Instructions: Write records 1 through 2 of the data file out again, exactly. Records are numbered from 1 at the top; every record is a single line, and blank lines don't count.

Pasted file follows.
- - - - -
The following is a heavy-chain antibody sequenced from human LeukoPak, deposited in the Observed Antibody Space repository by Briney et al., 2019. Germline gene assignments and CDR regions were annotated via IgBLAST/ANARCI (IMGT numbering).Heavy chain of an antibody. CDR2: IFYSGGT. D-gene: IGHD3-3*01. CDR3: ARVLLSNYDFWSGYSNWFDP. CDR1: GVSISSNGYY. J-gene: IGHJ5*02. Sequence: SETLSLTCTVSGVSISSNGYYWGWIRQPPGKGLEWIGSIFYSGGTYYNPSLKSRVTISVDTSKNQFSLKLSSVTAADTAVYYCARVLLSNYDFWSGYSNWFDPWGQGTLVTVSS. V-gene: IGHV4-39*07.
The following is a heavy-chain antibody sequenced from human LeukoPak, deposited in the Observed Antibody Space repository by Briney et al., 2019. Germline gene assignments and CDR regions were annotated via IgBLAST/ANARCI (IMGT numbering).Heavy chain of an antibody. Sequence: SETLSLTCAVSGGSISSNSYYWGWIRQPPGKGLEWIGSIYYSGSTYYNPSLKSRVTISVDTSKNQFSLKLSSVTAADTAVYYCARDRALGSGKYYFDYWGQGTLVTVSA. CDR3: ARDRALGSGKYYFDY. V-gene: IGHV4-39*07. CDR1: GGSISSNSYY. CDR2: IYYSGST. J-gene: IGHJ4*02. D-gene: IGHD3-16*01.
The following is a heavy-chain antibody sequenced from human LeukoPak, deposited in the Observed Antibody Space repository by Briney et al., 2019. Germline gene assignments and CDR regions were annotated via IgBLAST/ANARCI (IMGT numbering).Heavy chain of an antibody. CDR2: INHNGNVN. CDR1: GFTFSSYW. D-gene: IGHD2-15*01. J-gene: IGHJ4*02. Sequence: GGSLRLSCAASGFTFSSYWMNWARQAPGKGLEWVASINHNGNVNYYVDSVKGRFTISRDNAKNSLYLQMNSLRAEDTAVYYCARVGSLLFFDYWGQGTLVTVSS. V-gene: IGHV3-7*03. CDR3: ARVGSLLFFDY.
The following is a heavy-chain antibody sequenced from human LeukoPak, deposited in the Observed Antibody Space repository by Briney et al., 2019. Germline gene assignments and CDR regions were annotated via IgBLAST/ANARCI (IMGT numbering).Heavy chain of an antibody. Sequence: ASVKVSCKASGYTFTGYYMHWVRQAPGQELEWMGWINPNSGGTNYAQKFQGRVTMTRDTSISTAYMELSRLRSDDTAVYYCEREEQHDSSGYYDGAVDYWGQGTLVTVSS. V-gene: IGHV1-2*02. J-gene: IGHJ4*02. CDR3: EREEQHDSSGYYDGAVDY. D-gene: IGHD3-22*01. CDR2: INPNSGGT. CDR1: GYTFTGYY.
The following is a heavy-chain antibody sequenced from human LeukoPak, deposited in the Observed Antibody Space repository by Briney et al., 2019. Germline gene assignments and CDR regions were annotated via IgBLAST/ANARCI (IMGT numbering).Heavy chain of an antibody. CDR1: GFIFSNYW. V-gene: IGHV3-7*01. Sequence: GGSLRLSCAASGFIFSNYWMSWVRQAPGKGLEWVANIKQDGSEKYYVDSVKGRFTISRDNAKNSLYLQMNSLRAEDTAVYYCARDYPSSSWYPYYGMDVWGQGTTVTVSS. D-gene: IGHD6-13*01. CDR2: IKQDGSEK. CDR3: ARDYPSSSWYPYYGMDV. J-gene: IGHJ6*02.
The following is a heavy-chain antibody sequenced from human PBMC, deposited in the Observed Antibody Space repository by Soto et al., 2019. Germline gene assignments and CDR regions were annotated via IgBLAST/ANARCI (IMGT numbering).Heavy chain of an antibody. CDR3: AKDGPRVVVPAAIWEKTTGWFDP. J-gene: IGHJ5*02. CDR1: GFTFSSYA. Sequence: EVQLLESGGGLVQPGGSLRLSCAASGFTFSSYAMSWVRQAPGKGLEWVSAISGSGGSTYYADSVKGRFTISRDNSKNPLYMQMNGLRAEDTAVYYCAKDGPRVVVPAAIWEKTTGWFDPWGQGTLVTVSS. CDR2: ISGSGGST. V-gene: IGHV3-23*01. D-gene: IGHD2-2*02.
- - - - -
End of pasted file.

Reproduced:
The following is a heavy-chain antibody sequenced from human LeukoPak, deposited in the Observed Antibody Space repository by Briney et al., 2019. Germline gene assignments and CDR regions were annotated via IgBLAST/ANARCI (IMGT numbering).Heavy chain of an antibody. CDR2: IFYSGGT. D-gene: IGHD3-3*01. CDR3: ARVLLSNYDFWSGYSNWFDP. CDR1: GVSISSNGYY. J-gene: IGHJ5*02. Sequence: SETLSLTCTVSGVSISSNGYYWGWIRQPPGKGLEWIGSIFYSGGTYYNPSLKSRVTISVDTSKNQFSLKLSSVTAADTAVYYCARVLLSNYDFWSGYSNWFDPWGQGTLVTVSS. V-gene: IGHV4-39*07.
The following is a heavy-chain antibody sequenced from human LeukoPak, deposited in the Observed Antibody Space repository by Briney et al., 2019. Germline gene assignments and CDR regions were annotated via IgBLAST/ANARCI (IMGT numbering).Heavy chain of an antibody. Sequence: SETLSLTCAVSGGSISSNSYYWGWIRQPPGKGLEWIGSIYYSGSTYYNPSLKSRVTISVDTSKNQFSLKLSSVTAADTAVYYCARDRALGSGKYYFDYWGQGTLVTVSA. CDR3: ARDRALGSGKYYFDY. V-gene: IGHV4-39*07. CDR1: GGSISSNSYY. CDR2: IYYSGST. J-gene: IGHJ4*02. D-gene: IGHD3-16*01.